Looking to expand your client base?
You can put your website out there – but they probably won’t see it.
You can do Search Engine Optimization – but the rules for that seem to change daily, and most businesses are in categories that are populated with thousands of competitors.
You can do mass e-mail, but most people delete, without reading, dozens of e-mails daily.
You can do a snail-mailing, and if it’s clever enough it will probably be looked at. The percentage of people who act on it, however, is likely to be tiny.
Or you can simply call.
While many professionals avoid cold calling, it can be highly successful – if you approach it with the proper attitude. In cold calling, your goal is to get appointments; to arrange to be face-to-face with someone who might spend money with you. Sales research tells us that more face time and phone time with people who can buy what we’re selling equals more sales.
Here is a step-by-step guide to cold calling success.
Escape Your Fear of Rejection
Remind yourself that any rejection you receive is a rejection of the interruption your phone call represents, not of you personally. Many people reject because they have been burned by cold callers and telemarketers in the past. Don’t allow yourself to take their coldness personally.
Don’t get cold, tough, or pushy – people hate that. In your call, start with a Clean Heart Position: a sincere desire to see your prospect get what he wants, whether or not he gets it from you. You’re in business to be of service, and if you can help, great. If you can’t help, that’s fine, too, and be sure to say that you appreciate his time.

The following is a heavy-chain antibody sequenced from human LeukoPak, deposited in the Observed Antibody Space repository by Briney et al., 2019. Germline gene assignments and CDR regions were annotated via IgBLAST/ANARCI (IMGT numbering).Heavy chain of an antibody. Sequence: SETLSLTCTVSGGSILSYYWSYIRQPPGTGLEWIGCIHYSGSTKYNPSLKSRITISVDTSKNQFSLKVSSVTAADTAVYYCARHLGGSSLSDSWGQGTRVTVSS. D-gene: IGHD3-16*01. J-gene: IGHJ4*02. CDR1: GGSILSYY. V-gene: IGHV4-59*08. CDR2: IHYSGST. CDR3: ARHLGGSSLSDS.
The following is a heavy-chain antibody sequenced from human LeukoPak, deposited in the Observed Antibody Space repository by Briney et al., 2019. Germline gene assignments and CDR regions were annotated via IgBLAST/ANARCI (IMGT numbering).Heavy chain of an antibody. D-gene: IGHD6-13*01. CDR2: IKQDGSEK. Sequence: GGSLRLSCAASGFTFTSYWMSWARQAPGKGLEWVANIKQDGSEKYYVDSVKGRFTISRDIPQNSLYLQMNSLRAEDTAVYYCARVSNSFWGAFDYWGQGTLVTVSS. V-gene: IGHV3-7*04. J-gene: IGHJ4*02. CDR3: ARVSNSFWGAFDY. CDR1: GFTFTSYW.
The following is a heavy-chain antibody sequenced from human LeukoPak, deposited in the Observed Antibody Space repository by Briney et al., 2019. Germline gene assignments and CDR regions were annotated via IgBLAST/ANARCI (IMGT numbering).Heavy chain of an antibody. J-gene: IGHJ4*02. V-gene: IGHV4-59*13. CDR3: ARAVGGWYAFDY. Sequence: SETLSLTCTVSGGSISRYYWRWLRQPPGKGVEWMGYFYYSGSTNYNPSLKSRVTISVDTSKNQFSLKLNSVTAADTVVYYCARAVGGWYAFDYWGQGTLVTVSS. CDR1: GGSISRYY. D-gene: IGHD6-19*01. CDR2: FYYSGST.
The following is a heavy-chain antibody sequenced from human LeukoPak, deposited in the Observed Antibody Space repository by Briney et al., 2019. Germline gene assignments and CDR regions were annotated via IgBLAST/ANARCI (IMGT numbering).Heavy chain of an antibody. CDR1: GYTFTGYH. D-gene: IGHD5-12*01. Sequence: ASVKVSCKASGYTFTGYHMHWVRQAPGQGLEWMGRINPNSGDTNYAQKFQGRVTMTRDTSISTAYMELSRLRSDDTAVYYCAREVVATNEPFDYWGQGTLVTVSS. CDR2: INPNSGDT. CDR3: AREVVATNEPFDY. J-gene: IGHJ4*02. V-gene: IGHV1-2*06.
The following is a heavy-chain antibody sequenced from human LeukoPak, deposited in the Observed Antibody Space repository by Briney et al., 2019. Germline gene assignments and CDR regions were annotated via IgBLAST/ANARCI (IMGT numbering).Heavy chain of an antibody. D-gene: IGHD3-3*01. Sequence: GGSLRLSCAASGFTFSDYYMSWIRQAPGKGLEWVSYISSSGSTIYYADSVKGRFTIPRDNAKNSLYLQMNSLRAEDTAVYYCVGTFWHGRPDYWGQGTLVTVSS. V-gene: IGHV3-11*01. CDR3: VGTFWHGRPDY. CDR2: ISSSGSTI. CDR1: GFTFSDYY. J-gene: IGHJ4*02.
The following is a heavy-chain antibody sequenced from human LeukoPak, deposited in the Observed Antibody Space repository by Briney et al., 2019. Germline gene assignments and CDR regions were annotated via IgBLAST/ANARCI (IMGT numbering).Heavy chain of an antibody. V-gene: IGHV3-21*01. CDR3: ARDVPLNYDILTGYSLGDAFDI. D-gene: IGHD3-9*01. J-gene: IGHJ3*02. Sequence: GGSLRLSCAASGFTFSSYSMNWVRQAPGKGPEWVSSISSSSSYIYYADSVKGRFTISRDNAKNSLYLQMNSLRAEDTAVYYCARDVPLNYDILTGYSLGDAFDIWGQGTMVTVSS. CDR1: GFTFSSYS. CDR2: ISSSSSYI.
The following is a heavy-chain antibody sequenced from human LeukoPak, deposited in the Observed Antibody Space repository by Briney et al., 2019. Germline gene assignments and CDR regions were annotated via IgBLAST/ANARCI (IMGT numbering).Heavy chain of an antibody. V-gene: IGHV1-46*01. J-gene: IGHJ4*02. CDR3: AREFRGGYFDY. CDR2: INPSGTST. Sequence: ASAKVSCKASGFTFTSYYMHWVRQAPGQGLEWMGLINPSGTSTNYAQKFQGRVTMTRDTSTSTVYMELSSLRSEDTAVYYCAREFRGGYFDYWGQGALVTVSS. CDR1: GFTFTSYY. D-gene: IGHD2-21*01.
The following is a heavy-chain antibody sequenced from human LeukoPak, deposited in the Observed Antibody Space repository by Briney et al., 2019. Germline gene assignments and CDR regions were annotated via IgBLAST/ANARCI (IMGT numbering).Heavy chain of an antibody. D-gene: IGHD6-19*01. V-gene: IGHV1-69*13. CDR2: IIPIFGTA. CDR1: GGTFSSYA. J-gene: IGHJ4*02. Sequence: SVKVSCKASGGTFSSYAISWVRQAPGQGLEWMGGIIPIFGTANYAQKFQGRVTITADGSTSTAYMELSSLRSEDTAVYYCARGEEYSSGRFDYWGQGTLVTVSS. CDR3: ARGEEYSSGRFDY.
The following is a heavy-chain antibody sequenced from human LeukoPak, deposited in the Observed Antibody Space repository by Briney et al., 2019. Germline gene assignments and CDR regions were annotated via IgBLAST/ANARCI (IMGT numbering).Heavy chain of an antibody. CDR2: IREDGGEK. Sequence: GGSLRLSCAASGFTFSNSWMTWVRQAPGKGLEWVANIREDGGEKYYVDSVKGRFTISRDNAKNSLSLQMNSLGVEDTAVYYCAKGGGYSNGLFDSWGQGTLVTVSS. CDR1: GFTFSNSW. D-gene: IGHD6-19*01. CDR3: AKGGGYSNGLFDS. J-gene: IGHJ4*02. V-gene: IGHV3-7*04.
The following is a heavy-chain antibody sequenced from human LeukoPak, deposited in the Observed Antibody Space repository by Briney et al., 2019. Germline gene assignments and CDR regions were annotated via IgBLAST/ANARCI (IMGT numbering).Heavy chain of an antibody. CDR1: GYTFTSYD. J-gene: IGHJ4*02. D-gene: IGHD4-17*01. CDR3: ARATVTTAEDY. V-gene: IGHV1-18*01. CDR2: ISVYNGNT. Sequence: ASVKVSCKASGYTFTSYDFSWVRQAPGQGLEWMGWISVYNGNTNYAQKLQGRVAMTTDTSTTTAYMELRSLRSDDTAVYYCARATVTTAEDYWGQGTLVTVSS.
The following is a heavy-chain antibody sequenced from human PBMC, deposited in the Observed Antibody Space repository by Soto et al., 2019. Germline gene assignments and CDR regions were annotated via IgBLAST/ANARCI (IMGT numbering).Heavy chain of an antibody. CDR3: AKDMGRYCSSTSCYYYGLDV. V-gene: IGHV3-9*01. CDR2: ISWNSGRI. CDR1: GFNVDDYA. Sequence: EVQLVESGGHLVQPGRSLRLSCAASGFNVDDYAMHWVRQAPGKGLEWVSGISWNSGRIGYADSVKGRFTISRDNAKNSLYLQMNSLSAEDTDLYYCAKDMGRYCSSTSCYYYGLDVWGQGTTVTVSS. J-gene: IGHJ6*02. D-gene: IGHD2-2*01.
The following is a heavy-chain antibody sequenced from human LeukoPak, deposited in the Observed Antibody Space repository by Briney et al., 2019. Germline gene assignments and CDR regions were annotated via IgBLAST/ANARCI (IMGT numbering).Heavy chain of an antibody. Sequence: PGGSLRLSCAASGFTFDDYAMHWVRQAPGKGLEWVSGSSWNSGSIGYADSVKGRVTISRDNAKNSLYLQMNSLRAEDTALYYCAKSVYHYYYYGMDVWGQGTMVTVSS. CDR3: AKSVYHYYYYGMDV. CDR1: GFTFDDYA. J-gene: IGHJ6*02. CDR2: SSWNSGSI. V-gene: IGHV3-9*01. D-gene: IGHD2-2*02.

Create the Optimal Structure for the Call
Once you get the prospect on the phone, you have to pique her interest. Begin by saying something provocative, and ask her a question that is designed to reveal a challenge she may be facing. For example:
“I’d like to speak with you about how your firm can acquire many more new clients this year than in any year before. Is adding clients a priority for you, Ms. Jones?”
“I’d like to talk with you about getting better control of the expenses of your employees who travel. Are travel expenses high, Mr. Smith?”
“Mr. Jones, this is Lenann Gardner, I’m an attorney at Gardner, Smith & Reidy, and I believe there may be some matters of mutual professional interest for us to discuss.”